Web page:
With the news surrounding Sarah Hyden-Smith, first female pastor in Lennox Valley, and Raymond Cooper’s conversion at the Lutheran church, one might think the other churches on the town square took a back seat during the summer of 1998. But the good Lord works in mysterious ways, and during the summer of ’98, it was truer in the Valley than in most places.
Sure, the Methodists and Lutherans might have been hogging the limelight at the moment, but it hadn’t been long since Todd Cecil, world-famous televangelist, graced the stage at First Baptist Church, and plans were already being made for the annual Baptist Men’s Breakfast and Turkey Shoot.
Don’t think the Catholics were suffering from lack of attention. Unlike their Baptist brethren, the good folks at All Saints Catholic Church didn’t need celebrities or firearms to have a good time. They knew their faith, which had lasted 20 centuries, depended on tradition rather than big one-time events to keep the flames fanned. And no tradition was more important than Friday night bingo.
Yes, every Friday night, most Valley Catholics, as well as a good number of Lutherans and Methodists, filled the parish hall for the chance to scream "bingo!" and walk home with cash and other valuable prizes.
Probably no one enjoyed bingo night more than Helen Walker. Helen had been playing bingo at All Saints for as long as anyone could remember. She always showed up early, right at 4:55, and took her place on the first row, left of the center aisle.
It was important that Helen get her front row seat because, well, she couldn’t hear as well as she once did. It was all she could do to make out the faint letters being called out over the parish hall sound system. Her hearing was so bad, in fact, that almost every week, she would hear some of the numbers incorrectly, thinking she had made bingo when she really hadn’t. Over time, other players began allowing Helen to think she had won, rather than go through the arduous task of explaining to her what had really happened. Anyway, most folks thought it was cute that Helen went home every week thinking she was a big winner.
Helen particularly liked the "special" games played each week. Two or three times each Friday, the caller would yell, "Catholic bingo!" and Father O’Reilly would come to the stage and pull a random card out of a box next to the caller’s microphone. Each card corresponded with a different "Catholic" version of bingo.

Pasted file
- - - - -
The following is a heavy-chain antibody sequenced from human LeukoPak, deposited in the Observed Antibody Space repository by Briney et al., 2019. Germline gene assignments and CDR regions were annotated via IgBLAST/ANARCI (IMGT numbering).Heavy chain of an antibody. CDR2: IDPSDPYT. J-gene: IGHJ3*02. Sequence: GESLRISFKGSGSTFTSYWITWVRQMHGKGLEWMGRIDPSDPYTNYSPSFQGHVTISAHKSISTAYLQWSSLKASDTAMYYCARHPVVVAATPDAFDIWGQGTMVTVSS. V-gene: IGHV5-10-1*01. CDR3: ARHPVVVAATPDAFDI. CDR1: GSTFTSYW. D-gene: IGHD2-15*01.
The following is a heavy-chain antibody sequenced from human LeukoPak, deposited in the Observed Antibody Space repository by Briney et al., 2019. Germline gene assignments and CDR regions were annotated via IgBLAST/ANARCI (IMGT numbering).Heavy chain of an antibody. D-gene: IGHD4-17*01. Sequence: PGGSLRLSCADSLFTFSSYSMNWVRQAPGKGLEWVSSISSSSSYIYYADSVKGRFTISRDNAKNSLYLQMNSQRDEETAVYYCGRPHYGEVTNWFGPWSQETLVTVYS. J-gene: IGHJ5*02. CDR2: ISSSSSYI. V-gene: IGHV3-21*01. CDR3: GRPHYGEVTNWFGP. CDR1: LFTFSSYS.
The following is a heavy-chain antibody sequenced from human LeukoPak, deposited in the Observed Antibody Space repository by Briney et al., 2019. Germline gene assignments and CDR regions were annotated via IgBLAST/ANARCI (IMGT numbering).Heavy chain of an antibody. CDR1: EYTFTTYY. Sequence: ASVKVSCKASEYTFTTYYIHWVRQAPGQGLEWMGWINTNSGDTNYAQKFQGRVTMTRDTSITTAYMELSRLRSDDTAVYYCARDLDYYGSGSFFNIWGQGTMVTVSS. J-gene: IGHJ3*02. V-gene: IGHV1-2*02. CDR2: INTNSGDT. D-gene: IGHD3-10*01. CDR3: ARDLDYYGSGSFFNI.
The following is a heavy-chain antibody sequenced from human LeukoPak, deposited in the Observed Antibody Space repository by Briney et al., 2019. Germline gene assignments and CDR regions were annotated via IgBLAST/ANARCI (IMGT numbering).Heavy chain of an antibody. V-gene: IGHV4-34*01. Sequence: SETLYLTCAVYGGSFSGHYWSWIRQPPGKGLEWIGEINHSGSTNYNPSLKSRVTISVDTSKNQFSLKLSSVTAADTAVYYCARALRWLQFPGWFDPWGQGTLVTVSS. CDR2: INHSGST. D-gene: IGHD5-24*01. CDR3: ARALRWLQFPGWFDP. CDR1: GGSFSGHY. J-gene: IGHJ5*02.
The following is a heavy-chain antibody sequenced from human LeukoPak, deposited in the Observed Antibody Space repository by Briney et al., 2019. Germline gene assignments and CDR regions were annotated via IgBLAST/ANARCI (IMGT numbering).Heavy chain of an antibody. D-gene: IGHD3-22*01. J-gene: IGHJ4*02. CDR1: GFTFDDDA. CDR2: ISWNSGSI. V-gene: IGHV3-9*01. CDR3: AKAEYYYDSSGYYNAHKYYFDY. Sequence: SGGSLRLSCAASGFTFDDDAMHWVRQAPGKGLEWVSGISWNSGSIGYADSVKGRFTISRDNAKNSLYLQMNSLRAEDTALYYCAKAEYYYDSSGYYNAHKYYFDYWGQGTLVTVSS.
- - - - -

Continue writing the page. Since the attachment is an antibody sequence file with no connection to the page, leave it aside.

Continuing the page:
Helen’s favorite was "Rosary Prayer Bingo," although she was often confused by the caller’s words. Just last week, she had confused "Glory be to the Father" with "Hail Holy Queen" and walked off with the $20 jackpot.
This was a special bingo night, as Valley Mayor "Silver Tongue" Dick Bland was on hand to call one game. With his roaring voice, it would be less likely that Helen would win during his game.
Showing up at bingo was a calculated risk for the mayor. He was a member of First Baptist Church, which normally gave him a distinct advantage on Election Day. But with the election just five weeks away, Bland found himself in the fight of his life against challenger Raymond Cooper.
Bland decided it was worth the risk, possibly upsetting some of the voters at his home church, where games such as bingo were frowned upon. He hoped his Baptist base would understand his predicament while he picked up a few votes among bingo night regulars.
On any other Friday night, Raymond Cooper would show up to disrupt the mayor’s limelight. However, this was no normal night. While the lights were bright at All Saints Parish Hall, other lights were shining down the street at the radio station as Cooper met with Marvin Walsh and Elbert Lee Jones to find a way out of the mess they had made earlier in the day when they spilled the beans about the cause of egg price inflation in the valley.
"I sense," Raymond told his fellow conspirators, "that the Lord is about to shake up Lennox Valley Lutheran Church this Sunday like it’s never been shaken before."
At that very moment, the excited voice of none other than Helen Walker could be heard in the distance as she shouted, "bingo!"
Each week, "The Good Folks of Lennox Valley" chronicles the happenings of a fictional American small town.